Back in late October, on-ice rivals from the Detroit-based Michigan Sled Dogs and the Grand Rapids Sled Wings joined forces to represent the Red Wings, Detroit and Michigan in the USA Hockey Sled Classic.
The teams took in a Wings practice at the BELFOR Training Center where they met several players and were surprised with new equipment and personalized Red Wings jerseys which they would wear in the tournament.
Thanks to the partnership between Warrior Hockey and the Red Wings Foundation, the players were looking their best and feeling good about themselves in their official Wings threads as they embarked on their quest to become champions.
Once they arrived in St. Louis, the Red Wings sled hockey team was not to be denied. The players put their differences aside and cruised to the Tier IV Championship, outscoring the opposition, 28-1.
Detroit reached the championship game without surrendering a goal in defeating Nashville Black, 7-0; Colorado, 8-0; and Nashville Yellow, 8-0, before facing Tampa Bay for the title.
After a solid first period in which they scored four goals, the Red Wings beat the Lightning, 5-1, to capture the crown.
On the surface, it appears to be a workmanlike business trip for the Red Wings sled team where they came to St. Louis and left as the conquering hero.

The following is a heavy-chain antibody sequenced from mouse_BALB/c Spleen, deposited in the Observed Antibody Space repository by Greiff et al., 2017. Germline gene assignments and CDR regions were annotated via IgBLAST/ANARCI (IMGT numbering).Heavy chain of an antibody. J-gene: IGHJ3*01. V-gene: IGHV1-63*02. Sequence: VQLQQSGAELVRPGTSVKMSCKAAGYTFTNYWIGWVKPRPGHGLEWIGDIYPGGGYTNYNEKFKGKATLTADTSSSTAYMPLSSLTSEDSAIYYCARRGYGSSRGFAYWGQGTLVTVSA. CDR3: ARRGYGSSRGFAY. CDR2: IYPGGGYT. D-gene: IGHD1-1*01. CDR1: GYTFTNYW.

Well, that's not exactly the real story.
After dispatching Nashville Yellow, 8-0 in last Saturday's semifinals, the Wings were left without their goalie, budding star Taggart VanderMolen.
VanderMolen, a member of the USA Hockey Development Team, had a prior family commitment and was unavailable to the Wings in the biggest game of their collective careers.
"There's always going to be a little bit of kind of hesitation, I guess would be the best way to describe it. Just not knowing who, up until I want to say Saturday night, or Saturday before our semifinal game, we still hadn't figured out who was going to go in net for Sunday," said defenseman Jake Jones, the Red Wings' unofficial captain. "We wanted to focus on the game at hand and making it to that Sunday game, but we always had that thought in the back of the head, hey, who's going to be in that spot if need be. Jim (Sahnow) had stepped up earlier in the locker room and made a comment, saying, 'If we need to, I've kind of played defense, blocked shots, I'm willing to give it a shot.'
"So, as the time came closer and we realized that was the place, I went out to him, one on one, and said, 'Hey, do you want to take that chance? Do you want to step up and try it?' He was gung-ho and ready for it. I think the hesitation and stress level really went out the window once he kind of responded with such confidence and admiration to just step in there and fill that void. It made the transition very smooth for us."